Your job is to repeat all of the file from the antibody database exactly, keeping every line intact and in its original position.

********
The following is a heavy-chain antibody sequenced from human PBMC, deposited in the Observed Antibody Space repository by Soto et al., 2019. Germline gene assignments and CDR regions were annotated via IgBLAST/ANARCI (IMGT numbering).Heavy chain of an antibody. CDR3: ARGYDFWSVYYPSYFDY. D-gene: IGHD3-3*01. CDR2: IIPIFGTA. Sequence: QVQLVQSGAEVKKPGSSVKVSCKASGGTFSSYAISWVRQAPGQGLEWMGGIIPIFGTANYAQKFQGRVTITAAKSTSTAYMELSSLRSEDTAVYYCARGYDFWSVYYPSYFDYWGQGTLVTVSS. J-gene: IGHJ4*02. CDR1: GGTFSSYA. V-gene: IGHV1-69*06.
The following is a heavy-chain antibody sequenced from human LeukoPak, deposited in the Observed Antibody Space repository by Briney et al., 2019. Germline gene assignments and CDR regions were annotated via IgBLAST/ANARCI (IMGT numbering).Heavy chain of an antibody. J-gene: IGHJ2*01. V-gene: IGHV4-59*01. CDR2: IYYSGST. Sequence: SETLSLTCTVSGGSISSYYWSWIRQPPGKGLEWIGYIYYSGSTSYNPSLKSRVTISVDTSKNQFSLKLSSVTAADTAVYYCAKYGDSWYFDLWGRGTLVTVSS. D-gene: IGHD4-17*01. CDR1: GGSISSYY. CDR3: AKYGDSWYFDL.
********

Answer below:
The following is a heavy-chain antibody sequenced from human PBMC, deposited in the Observed Antibody Space repository by Soto et al., 2019. Germline gene assignments and CDR regions were annotated via IgBLAST/ANARCI (IMGT numbering).Heavy chain of an antibody. CDR3: ARGYDFWSVYYPSYFDY. D-gene: IGHD3-3*01. CDR2: IIPIFGTA. Sequence: QVQLVQSGAEVKKPGSSVKVSCKASGGTFSSYAISWVRQAPGQGLEWMGGIIPIFGTANYAQKFQGRVTITAAKSTSTAYMELSSLRSEDTAVYYCARGYDFWSVYYPSYFDYWGQGTLVTVSS. J-gene: IGHJ4*02. CDR1: GGTFSSYA. V-gene: IGHV1-69*06.
The following is a heavy-chain antibody sequenced from human LeukoPak, deposited in the Observed Antibody Space repository by Briney et al., 2019. Germline gene assignments and CDR regions were annotated via IgBLAST/ANARCI (IMGT numbering).Heavy chain of an antibody. J-gene: IGHJ2*01. V-gene: IGHV4-59*01. CDR2: IYYSGST. Sequence: SETLSLTCTVSGGSISSYYWSWIRQPPGKGLEWIGYIYYSGSTSYNPSLKSRVTISVDTSKNQFSLKLSSVTAADTAVYYCAKYGDSWYFDLWGRGTLVTVSS. D-gene: IGHD4-17*01. CDR1: GGSISSYY. CDR3: AKYGDSWYFDL.